Publication Date

2011-12-09

Availability

Open access

Embargo Period

2011-12-09

Degree Type

Dissertation

Degree Name

Doctor of Philosophy (PHD)

Department

Music Education and Music Therapy (Music)

Date of Defense

2011-09-16

First Committee Member

Teresa L. Lesiuk

Second Committee Member

Edward P. Asmus

Third Committee Member

Shannon K. de l'Etoile

Fourth Committee Member

Paul F. Wilson

Fifth Committee Member

Susan J. Ireland

Abstract

Impairments in attention are commonly seen in individuals with traumatic brain injury (TBI). While attention assessment measurements have been developed rigorously and utilized frequently in cognitive neurorehabilitation, there is a paucity of auditory attention assessment instruments that are ecologically valid and that assess different subtypes of attention. Yet, deficits in auditory attention can severely limit everyday functioning, negatively impact work and personal relationships and compromise personal safety. The purpose of this study was to develop and to investigate the psychometric properties of a Music-based Attention Assessment (MAA) instrument. The MAA is a multiple choice, melodic contour identification test, designed to assess three different types of auditory attention, including sustained attention, selective attention, and divided attention. The MAA was piloted with patients with TBI (n = 15) and healthy adults (n = 30) separately to evaluate preliminary psychometric properties. Both pilot studies reported that the MAA possessed a very high reliability and appropriate item properties. However, the MAA was revised due to a ceiling effect on mean test scores in the healthy adult group. The revised version of the MAA was administered to healthy adults (n = 165) as well as TBI patients (n= 22) to investigate construct validity, item properties, test reliability, and difference in MAA performance between groups. Here, psychometric validation of the revised version of the MAA is described, and the obtained results reported. Exploratory factor analysis identified five-factor constructs, supporting the different types of attention that underlie the test items of the revised version of the MAA. The factors identified were Sustained-Short, Sustained-Med to Long, Selective-Noise, Selective & Divided, and Divided-Long. After item elimination, the finalized 45-item MAA in relation to the identified five-factor constructs provided evidence of high internal consistencies as computed by split-half reliability coefficients (r = .836) and Cronbach’s alpha (α = .940), indicating homogeneity of test items within each of the five subtest as well as for the total test. As predicted, significant differences were found between the healthy adult and TBI patient samples across the exploratively obtained five-factor constructs of the revised version of the MAA. The MAA performance was significantly better in the healthy adult group than in the TBI patient group, except on the Sustained Attention–Short Subtest, indicating pervasive attention impairments in patients with TBI. The finding also suggests that a basic level of sustained attention to deal with a small amount of auditory information during a limited time might be intact for the patients with TBI who have a moderate to severe level of brain injury. The aggregate findings suggest that the MAA is a valid and reliable measure that provides diagnostic information in regards to the three types of auditory attention deficits frequently observed in patients with TBI. The use of melodic contours in attention assessment is discussed along with limitations of the study and suggestions for future research. The MAA, when used in conjunction with attention assessment instruments in different sensory modalities, would provide a greater level of precision in the attention assessment of patients with TBI, resulting in more symptom specific and individualized rehabilitation and treatment.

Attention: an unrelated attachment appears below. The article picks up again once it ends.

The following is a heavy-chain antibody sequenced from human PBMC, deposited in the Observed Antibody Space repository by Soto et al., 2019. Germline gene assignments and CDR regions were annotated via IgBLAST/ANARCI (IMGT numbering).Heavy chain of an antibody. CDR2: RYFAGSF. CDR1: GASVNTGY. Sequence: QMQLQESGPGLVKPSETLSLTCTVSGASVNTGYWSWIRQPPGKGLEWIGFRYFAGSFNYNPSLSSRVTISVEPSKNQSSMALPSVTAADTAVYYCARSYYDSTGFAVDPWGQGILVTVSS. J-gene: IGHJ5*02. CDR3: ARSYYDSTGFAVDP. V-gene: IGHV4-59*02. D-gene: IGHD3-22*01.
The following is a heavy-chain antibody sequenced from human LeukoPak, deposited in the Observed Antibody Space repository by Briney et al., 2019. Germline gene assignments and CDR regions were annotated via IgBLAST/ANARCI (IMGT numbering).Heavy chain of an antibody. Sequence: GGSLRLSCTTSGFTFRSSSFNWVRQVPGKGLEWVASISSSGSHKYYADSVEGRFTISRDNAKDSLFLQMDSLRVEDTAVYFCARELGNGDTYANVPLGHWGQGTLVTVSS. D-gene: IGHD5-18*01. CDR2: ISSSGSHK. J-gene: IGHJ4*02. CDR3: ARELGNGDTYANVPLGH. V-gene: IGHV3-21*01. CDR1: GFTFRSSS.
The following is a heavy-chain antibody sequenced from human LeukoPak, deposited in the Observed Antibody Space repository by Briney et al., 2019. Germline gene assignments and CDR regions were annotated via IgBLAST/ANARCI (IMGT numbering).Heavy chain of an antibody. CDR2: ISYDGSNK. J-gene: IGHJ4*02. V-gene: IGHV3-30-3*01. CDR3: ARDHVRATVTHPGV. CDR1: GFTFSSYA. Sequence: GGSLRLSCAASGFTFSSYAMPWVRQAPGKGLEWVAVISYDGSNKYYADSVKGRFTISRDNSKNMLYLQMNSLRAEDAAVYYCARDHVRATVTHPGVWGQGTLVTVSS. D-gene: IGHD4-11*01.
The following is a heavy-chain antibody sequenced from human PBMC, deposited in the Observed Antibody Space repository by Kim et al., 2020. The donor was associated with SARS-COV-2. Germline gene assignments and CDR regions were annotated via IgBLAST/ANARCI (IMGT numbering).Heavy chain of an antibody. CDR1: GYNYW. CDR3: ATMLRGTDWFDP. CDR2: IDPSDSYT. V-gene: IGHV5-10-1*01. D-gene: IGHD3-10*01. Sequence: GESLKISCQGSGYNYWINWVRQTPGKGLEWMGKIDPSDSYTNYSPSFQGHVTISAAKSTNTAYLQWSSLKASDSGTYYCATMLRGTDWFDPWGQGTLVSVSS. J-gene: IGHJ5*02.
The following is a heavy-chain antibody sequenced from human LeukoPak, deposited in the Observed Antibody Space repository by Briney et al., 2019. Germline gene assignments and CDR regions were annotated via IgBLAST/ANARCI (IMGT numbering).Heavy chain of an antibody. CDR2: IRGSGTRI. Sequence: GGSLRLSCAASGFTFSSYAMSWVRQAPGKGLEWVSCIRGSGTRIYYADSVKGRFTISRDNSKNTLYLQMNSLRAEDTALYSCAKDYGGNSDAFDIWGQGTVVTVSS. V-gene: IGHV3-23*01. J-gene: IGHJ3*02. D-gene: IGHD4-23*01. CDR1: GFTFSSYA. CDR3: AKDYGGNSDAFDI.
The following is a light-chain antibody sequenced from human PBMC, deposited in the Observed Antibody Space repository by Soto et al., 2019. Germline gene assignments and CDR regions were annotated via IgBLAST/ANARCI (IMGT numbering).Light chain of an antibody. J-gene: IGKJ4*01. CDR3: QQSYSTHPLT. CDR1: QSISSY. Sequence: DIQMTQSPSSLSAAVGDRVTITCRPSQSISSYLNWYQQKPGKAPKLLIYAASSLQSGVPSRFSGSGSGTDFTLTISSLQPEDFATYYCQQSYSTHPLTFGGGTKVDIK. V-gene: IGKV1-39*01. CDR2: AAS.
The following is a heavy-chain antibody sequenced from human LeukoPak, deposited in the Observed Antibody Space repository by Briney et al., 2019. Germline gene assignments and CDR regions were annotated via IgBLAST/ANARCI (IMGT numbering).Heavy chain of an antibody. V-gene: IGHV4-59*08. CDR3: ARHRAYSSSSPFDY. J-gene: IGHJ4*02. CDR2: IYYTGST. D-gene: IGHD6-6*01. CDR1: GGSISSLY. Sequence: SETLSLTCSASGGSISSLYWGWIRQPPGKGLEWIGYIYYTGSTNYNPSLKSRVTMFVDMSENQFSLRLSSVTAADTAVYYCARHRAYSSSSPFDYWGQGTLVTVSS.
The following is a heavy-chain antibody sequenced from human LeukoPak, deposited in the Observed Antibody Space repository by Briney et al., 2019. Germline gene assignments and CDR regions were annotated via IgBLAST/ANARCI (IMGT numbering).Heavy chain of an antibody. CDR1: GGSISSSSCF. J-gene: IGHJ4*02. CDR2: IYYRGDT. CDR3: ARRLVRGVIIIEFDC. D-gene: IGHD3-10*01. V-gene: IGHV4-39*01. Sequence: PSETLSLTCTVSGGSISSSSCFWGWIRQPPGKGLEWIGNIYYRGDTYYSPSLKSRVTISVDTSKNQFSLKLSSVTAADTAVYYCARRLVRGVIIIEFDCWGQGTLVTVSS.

Keywords

Assessment; Attention; Traumatic Brain injury; Music; Test Construction and Validation

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